This has been called the last castle built in Britain. It really is a solid granite castle, close in appearance to something from the 1500s, and like those intended to be a comfortable manor house. It was built between 1911 and 1930, designed by the renowned architect Sir Edwin Lutyens, and is now a National Trust property.

Castle Drogo is in Devon, near a town called Drewsteignton, near Exeter. It is named after Drogo de Teigne, a Norman baron, and ancestor of the castle's creator, Sir Julius Drewe (1866-1931). He made his fortune in commerce, and retired in 1899 at the age of only thirty-three. He commissioned Lutyens to create a castle on the site where his ancestor had dwelt.

It's a magnificent site, high above the thickly wooded Teign Gorge and above Dartmoor, with views and walks in all directions. The gardens of Castle Drogo are worth seeing, including a formal garden and a yew-edged croquet lawn, linked by rose beds, arbours, and serpentine paths. They were planned by George Dillistone.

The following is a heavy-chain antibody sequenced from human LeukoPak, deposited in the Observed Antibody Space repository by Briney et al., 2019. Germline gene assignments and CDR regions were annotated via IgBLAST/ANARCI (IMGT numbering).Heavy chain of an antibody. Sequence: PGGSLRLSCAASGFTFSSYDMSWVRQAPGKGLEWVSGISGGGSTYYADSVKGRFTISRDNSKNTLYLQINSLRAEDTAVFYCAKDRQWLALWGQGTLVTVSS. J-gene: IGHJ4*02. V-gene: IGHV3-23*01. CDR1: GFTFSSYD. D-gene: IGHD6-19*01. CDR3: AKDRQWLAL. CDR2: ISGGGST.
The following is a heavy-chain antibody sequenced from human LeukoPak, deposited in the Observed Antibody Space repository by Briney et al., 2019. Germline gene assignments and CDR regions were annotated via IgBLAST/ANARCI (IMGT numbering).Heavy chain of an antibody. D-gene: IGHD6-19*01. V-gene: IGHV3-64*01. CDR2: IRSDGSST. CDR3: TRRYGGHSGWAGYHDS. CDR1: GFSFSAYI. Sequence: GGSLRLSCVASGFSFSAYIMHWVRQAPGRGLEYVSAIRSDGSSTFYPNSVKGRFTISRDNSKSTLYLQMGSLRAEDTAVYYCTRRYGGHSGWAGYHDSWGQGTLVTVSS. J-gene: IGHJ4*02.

Lutyens gave it certain touches that make it look post-modernist: useless decorations above the battlements, familiar now from the blandest of pink and ochre buildings, but an innovation then. But it's no folly, I think. There are few extravagant additions or excrescences in mediaeval style, apart from the portcullis and the bare fact that it is, overall, what it looks like.

It was the first twentieth-century house to come into the National Trust's possession, in 1974. It's one of Lutyens's masterpieces, and the surrounding land and scenery are marvellous.

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